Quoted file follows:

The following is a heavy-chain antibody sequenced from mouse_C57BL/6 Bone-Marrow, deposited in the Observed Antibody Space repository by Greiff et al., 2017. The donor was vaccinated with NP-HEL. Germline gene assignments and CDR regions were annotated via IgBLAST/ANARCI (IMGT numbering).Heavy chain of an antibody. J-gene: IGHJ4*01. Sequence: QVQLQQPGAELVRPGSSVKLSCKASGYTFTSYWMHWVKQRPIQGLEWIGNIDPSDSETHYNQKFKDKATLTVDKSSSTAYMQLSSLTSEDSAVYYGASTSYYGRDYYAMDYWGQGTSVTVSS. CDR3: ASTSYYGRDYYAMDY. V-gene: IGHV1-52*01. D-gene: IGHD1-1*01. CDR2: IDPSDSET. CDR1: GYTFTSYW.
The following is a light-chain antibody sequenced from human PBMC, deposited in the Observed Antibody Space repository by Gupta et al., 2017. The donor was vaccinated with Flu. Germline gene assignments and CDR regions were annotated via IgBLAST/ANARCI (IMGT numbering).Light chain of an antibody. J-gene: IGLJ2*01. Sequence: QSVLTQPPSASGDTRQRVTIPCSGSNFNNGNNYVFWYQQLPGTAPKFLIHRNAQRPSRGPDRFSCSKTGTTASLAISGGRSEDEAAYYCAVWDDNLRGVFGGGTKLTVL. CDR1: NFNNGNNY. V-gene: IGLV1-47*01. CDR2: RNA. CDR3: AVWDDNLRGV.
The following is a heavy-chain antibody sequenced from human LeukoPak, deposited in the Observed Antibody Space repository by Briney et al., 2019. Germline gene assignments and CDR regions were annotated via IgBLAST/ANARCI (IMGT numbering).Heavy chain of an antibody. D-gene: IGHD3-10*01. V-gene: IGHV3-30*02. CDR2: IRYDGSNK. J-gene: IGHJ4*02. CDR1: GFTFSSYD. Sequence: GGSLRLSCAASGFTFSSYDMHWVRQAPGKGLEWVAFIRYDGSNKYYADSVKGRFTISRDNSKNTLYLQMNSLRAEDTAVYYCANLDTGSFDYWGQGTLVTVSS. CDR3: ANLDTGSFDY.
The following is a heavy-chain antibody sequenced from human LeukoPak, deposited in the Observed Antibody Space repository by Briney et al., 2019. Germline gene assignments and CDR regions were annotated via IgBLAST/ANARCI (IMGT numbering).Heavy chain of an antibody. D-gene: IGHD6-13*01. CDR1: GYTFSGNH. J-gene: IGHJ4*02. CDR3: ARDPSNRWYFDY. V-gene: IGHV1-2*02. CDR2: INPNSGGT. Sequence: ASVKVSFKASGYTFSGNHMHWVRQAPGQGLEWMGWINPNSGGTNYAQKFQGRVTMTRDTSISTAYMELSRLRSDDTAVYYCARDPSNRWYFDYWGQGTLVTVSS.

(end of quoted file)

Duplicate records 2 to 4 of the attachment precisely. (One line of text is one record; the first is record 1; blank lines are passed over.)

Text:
The following is a light-chain antibody sequenced from human PBMC, deposited in the Observed Antibody Space repository by Gupta et al., 2017. The donor was vaccinated with Flu. Germline gene assignments and CDR regions were annotated via IgBLAST/ANARCI (IMGT numbering).Light chain of an antibody. J-gene: IGLJ2*01. Sequence: QSVLTQPPSASGDTRQRVTIPCSGSNFNNGNNYVFWYQQLPGTAPKFLIHRNAQRPSRGPDRFSCSKTGTTASLAISGGRSEDEAAYYCAVWDDNLRGVFGGGTKLTVL. CDR1: NFNNGNNY. V-gene: IGLV1-47*01. CDR2: RNA. CDR3: AVWDDNLRGV.
The following is a heavy-chain antibody sequenced from human LeukoPak, deposited in the Observed Antibody Space repository by Briney et al., 2019. Germline gene assignments and CDR regions were annotated via IgBLAST/ANARCI (IMGT numbering).Heavy chain of an antibody. D-gene: IGHD3-10*01. V-gene: IGHV3-30*02. CDR2: IRYDGSNK. J-gene: IGHJ4*02. CDR1: GFTFSSYD. Sequence: GGSLRLSCAASGFTFSSYDMHWVRQAPGKGLEWVAFIRYDGSNKYYADSVKGRFTISRDNSKNTLYLQMNSLRAEDTAVYYCANLDTGSFDYWGQGTLVTVSS. CDR3: ANLDTGSFDY.
The following is a heavy-chain antibody sequenced from human LeukoPak, deposited in the Observed Antibody Space repository by Briney et al., 2019. Germline gene assignments and CDR regions were annotated via IgBLAST/ANARCI (IMGT numbering).Heavy chain of an antibody. D-gene: IGHD6-13*01. CDR1: GYTFSGNH. J-gene: IGHJ4*02. CDR3: ARDPSNRWYFDY. V-gene: IGHV1-2*02. CDR2: INPNSGGT. Sequence: ASVKVSFKASGYTFSGNHMHWVRQAPGQGLEWMGWINPNSGGTNYAQKFQGRVTMTRDTSISTAYMELSRLRSDDTAVYYCARDPSNRWYFDYWGQGTLVTVSS.